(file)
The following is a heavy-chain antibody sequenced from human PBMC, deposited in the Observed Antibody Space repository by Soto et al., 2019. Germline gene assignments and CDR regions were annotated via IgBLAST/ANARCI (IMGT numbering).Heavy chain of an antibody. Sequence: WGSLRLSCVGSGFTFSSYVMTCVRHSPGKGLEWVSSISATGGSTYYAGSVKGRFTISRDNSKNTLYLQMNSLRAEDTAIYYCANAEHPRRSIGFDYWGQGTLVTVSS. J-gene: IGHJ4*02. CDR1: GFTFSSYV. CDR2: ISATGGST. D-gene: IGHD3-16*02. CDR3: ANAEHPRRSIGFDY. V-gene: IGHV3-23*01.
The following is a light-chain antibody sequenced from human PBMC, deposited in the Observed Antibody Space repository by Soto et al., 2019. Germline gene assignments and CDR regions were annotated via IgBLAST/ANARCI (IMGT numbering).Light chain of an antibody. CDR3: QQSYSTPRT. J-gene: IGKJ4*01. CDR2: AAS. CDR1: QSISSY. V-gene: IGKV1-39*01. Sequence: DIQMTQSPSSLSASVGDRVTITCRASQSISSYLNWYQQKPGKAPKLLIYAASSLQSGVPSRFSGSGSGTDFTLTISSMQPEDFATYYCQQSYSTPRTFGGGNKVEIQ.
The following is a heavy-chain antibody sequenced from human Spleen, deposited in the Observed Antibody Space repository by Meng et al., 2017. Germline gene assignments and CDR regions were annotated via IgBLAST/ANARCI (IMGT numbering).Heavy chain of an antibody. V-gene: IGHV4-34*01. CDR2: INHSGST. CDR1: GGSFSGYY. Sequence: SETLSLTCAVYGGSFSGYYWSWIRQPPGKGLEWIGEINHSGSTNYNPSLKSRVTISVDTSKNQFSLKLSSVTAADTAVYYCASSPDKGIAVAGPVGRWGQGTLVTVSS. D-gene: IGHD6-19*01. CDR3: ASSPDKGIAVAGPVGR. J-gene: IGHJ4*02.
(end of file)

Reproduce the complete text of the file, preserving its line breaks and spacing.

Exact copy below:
The following is a heavy-chain antibody sequenced from human PBMC, deposited in the Observed Antibody Space repository by Soto et al., 2019. Germline gene assignments and CDR regions were annotated via IgBLAST/ANARCI (IMGT numbering).Heavy chain of an antibody. Sequence: WGSLRLSCVGSGFTFSSYVMTCVRHSPGKGLEWVSSISATGGSTYYAGSVKGRFTISRDNSKNTLYLQMNSLRAEDTAIYYCANAEHPRRSIGFDYWGQGTLVTVSS. J-gene: IGHJ4*02. CDR1: GFTFSSYV. CDR2: ISATGGST. D-gene: IGHD3-16*02. CDR3: ANAEHPRRSIGFDY. V-gene: IGHV3-23*01.
The following is a light-chain antibody sequenced from human PBMC, deposited in the Observed Antibody Space repository by Soto et al., 2019. Germline gene assignments and CDR regions were annotated via IgBLAST/ANARCI (IMGT numbering).Light chain of an antibody. CDR3: QQSYSTPRT. J-gene: IGKJ4*01. CDR2: AAS. CDR1: QSISSY. V-gene: IGKV1-39*01. Sequence: DIQMTQSPSSLSASVGDRVTITCRASQSISSYLNWYQQKPGKAPKLLIYAASSLQSGVPSRFSGSGSGTDFTLTISSMQPEDFATYYCQQSYSTPRTFGGGNKVEIQ.
The following is a heavy-chain antibody sequenced from human Spleen, deposited in the Observed Antibody Space repository by Meng et al., 2017. Germline gene assignments and CDR regions were annotated via IgBLAST/ANARCI (IMGT numbering).Heavy chain of an antibody. V-gene: IGHV4-34*01. CDR2: INHSGST. CDR1: GGSFSGYY. Sequence: SETLSLTCAVYGGSFSGYYWSWIRQPPGKGLEWIGEINHSGSTNYNPSLKSRVTISVDTSKNQFSLKLSSVTAADTAVYYCASSPDKGIAVAGPVGRWGQGTLVTVSS. D-gene: IGHD6-19*01. CDR3: ASSPDKGIAVAGPVGR. J-gene: IGHJ4*02.